Like most large capital cities, Moscow has several museums. The main attraction is of course the Kremlin. You can’t enter the part still used by the government, but you can wander in a courtyard of churches full of icons, and visit the Armory collection of Faberge eggs and other gold-encrusted artifacts. For some reason, I left my Kremlin stop until the end of my visit. By the time I got there I was over-saturated with icons and gold things, so I didn’t appreciate it as much as I should have.
The first museum I went to was the History Museum, across from the Kremlin and in a matching red brick. I thought it would give me a better historical background with which to appreciate the rest of the sights, but it wasn’t that kind of place. In fact, it was mostly gold stuff. As one would expect, these gold treasures had been created to serve either the tsars or the priests.
The most interesting aspect of the museum for me was the building itself. Every room was lavishly ornamented with painted walls. Here’s one with apostles on the ceiling:
The primary museums of Russian art in Moscow are the Tretyakov Museums. The Tretyakov Gallery has Russian art up to the 20th century; later works are in the Tretyakov Modern. The two branches are not next door to each other, though both are in the general vicinity of the city center.
There’s also the Pushkin Museum, which specializes in Impressionists. I skipped that one because my host suggested I see Russian art while in Russia. That made sense, since there’s no shortage of Impressionist art in my home town of New York. On the other hand, internationally acclaimed artists are internationally acclaimed for a reason. Next time I’m in Moscow I’ll be sure to check it out. Actually, I don’t usually go to many museums on my first trip to a city; I prefer to wander neighborhoods to soak up the atmosphere of a place. But I managed to hit quite a few on this trip to Moscow.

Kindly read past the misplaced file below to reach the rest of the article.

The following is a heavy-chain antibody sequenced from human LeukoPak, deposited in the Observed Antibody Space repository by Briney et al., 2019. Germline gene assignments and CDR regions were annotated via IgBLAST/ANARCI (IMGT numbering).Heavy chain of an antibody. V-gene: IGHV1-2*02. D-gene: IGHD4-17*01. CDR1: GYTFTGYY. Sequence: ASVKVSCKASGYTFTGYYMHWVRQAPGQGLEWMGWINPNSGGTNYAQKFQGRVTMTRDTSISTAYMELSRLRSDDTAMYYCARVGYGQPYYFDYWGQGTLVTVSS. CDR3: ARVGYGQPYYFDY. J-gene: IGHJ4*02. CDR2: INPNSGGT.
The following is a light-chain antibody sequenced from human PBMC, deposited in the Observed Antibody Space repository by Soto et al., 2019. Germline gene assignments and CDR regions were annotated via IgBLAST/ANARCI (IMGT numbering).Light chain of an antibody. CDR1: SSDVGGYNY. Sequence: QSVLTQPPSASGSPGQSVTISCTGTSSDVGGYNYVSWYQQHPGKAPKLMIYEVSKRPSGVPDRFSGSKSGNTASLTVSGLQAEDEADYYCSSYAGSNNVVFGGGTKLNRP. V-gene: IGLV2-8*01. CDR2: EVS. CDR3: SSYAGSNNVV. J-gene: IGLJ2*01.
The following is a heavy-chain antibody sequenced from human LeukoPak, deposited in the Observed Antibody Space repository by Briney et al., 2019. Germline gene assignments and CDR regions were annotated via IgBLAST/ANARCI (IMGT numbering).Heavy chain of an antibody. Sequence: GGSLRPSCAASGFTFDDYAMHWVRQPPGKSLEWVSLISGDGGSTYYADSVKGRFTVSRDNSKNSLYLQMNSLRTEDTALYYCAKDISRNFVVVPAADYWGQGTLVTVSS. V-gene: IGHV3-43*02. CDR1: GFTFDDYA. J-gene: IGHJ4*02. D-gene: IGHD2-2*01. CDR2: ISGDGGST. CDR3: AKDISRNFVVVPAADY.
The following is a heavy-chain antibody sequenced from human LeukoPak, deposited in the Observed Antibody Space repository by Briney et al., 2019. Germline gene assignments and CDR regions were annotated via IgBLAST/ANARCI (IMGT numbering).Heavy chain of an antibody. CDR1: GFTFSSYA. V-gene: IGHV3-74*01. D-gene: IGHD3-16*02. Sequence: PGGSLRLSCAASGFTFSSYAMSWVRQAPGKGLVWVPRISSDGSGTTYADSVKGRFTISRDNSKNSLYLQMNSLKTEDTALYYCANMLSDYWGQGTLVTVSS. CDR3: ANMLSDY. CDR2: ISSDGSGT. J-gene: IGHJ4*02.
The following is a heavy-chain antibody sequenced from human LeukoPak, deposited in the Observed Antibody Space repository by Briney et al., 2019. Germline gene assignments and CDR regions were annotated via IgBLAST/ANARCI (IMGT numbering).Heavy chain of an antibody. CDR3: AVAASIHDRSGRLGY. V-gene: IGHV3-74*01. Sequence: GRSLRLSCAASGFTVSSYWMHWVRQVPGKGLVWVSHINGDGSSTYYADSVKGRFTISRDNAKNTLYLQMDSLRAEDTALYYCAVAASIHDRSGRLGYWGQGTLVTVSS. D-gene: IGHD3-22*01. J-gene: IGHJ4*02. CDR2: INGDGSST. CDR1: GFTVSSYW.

I quite enjoyed the Tretyakov and the opportunity to be introduced to artists I was unfamiliar with. The most memorable of these were Korovin, the Impressionist, and Golovin, known for his stage designs for Opera and collaboration with Stanislawski. Coincidentally, both were best represented by their portraits of the great operatic bass, Chaliapin. Here’s Korovin’s, in a style reminiscent of Cezanne.
And here’s Golovin’s portrait of Chaliapin as Holofernes, which seems to have a Matisse influence:
Of course the Tretyakov Gallery’s collection of Byzantine icons is magnificent. For quality and quantity, if icons are your thing, you won’t be disappointed.
The Tretyakov Modern was a bit of a letdown. I’d expected to see a room full of Kandinskys and Chagalls, but each artist was represented by only one or two paintings.
If you really want to get a feel for 20th Century Russian art, you should check out Moscow’s extraordinary metro system. There were times when I asked myself, “am I in the subway or is this Versailles?”.
And it’s not just the regal architectural design that’s noteworthy; there are mosaics, paintings and sculptures at various stations. If I’d done better research before my trip I’d have known that the Moscow Metro was a main attraction. There are various Moscow metro tours I could have taken, including one you download as an mp3 that functions like those museum audio guides.
As a New Yorker who feels like a rat in an experiment every time I descend into the bowels of the city to ride the MTA, I humbly give credit where it is due. The Soviets may have built a lot of ugly apartment buildings, but they built a beautiful subway system.